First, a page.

Posted by: Rachel M. | December 3, 2009

We are all Alice.

I find that the text hasn’t really endeared me to Alice. She doesn’t seem all that charming or lovable. It seems odd, (and I’ve said this before) if Alice we’re to fall off a cliff into a pot of molten marshmallows at the end of the story, I would suffer no emotional strife. Not very good on your part, Carroll. Maybe I wasn’t his audience. I mean, if his audience was Alice, he didn’t really need to endear Alice to herself. So that seems possible.

But, I do identify with Alice as a little girl.

As a younger kid, I feel like a was one of the last crusaders. Maybe one of the last kids on the planet to get home from school, throw my backpack on the floor, and run screaming into unknown reaches of my forest-esque backyard. I’d fight the wind until it was late-thirty or until I had too many scrapes.  I remember when I was little (and my mind hadn’t been spoiled by the knowledge that’s forcing me to analyze this), I felt things with more intensity, even things that didn’t exist. I remember when I was little, magic was real and I experienced it everyday when I was running from tigers and battling Egyptians. I guess childhood really links me to Alice and her predicament.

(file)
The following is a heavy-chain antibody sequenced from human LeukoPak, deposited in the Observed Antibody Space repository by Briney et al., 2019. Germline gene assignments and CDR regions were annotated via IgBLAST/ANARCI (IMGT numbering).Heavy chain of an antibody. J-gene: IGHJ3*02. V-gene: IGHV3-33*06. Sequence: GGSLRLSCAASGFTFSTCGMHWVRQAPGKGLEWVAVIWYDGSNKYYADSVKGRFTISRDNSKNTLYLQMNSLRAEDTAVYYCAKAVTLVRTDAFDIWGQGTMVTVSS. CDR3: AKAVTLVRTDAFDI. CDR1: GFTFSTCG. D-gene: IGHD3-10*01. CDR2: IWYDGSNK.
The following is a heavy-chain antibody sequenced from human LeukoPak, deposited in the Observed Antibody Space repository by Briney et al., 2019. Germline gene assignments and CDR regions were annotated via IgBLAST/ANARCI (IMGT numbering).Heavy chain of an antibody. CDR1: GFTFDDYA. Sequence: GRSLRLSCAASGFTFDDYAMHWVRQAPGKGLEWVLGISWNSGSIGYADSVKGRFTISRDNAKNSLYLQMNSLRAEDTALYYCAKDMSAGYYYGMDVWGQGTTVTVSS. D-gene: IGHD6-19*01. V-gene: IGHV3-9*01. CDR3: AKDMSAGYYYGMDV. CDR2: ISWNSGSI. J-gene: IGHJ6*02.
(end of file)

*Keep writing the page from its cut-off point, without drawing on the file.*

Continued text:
Maybe wonderland is the remains of untarnished childhood in our minds and we are all Alice lost in those old, sublime dreams.


  1. Your description of running into your back yard is wonderful. Even if you don’t enjoy analyzing Alice or comparing it to your life, I think you have a flair for language. Good job.

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